Sunday, August 28, 2016

*Blub!* Dept. - Triggered!

I've just about finished reading an excellent book about oxycodone and Mexican black tar heroin, and it also touches on something I've noted from being involved in the 'zine world', especially these last few years - the glorification of infantilism known as "Trigger Warnings": "Keeping kids cooped up seems to me connected to the idea that we can avoid pain, avoid danger. It doesn't surprise me to hear that in universities, students, raised indoors on screens, apparently lived in some crystalline terror of any kind of emotional anguish. A 2015 story in the Atlantic called "The Coddling of the American Mind" reported on the phenomenon of college students - kids who grew up in the era of hyper-protection from physical pain - demanding to be protected as well from painful ideas. They were demanding professors provide "trigger warnings" in advance of ideas that might provoke a strong emotional content - for example, a novel that describes racial violence. This new campus ethos, the authors wrote, "presumes an extraordinary fragility of the collegiate psyche, and therefore elevates the goal of protecting students from psychological harm. The ultimate aim, it seems, is to turn campuses into 'safe spaces' where young adults are shielded from words and ideas that make some uncomfortable." - from the Author's Afterword in the 2016 edition of 'Dreamland: The True Tale of America's Opiate Epidemic' by Sam Quinones [2016]
More on "Trigger Warnings"... But wait! Even the word "trigger" might trigger somebody! Like it does for the 99% fat-free milksops over at Everyday Feminism [If I didn't know better, I would swear it's a parody!]: "Editor’s Note: ...Everyday Feminism definitely believes in giving people a heads up about material that might provoke our reader’s trauma. However, we use the phrase “content warning” instead of “trigger warning,” as the word “trigger” relies on and evokes violent weaponry imagery. This could be re-traumatizing for folks who have suffered military, police, and other forms of violence. So, while warnings are so necessary and the points in this article are right on, we strongly encourage the term “content warning” instead of “trigger warning.”"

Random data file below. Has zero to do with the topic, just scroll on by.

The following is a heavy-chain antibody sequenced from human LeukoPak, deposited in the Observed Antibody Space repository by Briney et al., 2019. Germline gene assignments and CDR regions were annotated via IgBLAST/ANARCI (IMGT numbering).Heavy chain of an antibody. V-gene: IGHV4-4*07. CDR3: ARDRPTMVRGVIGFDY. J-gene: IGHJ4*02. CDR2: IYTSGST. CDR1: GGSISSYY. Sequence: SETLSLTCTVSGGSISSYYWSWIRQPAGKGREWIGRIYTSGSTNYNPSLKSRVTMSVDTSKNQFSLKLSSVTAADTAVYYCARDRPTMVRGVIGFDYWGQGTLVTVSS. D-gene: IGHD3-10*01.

Friday, February 05, 2016

The Zine Explorer's Notebook #6 [Winter/Spring 2015]

22 pages, 11" x 8.5", $2.00/Trade/Stamps/Letter >>> Doug Harrison, PO Box 5291, Richmond VA 23220, USA "Letters, reviews, editorials, real mailing addresses, typographical refinements, art & illustrations, esoteric notions" it says in a box next to the title on the cover. We're in the Zine Zone of No Computers here - a world also populated by Fred Woodworth's The Match!; Anthony Walent's Communicating Vessels; and Jason Rodgers's Media Junky. The format, size, and level of 'slickness' of these zines may differ, but one thing they all share is a passionate opposition to modern technology, especially the internet. These guys may actually even use the internet sometimes, but it sure doesn't take centre stage in their life. To put it another way, don't hold your breath for them to switch to a blog format; or a downloadable PDF. The Zine Explorer's Notebook has come a long way since I last reviewed it [tZEN #3] - doubling in size, for one thing. The letter column is also a treat, and one letter in here especially - the one from a prisoner who admits to beating an 'alleged' pedophile and leaving him for dead, and being proud of it. In his response, Doug objects to this guy's self-righteous braggadocio. Another fascinating letter is from Al Fry, who seems to be some kind of militant gardener, with his vigorous writings on weeds, Monsanto, and fluoridated water ["rat poison"]. I really appreciated the zine reviews too. Every zine really should contain reviews of other zines. You've probably heard that before, but for those who make a zine and don't include zine reviews in their zine, they need to hear it a few more times, at least until they wake the fuck up and start putting zine reviews in their own zine. Wake up! Grab a brush and put on a little make-up!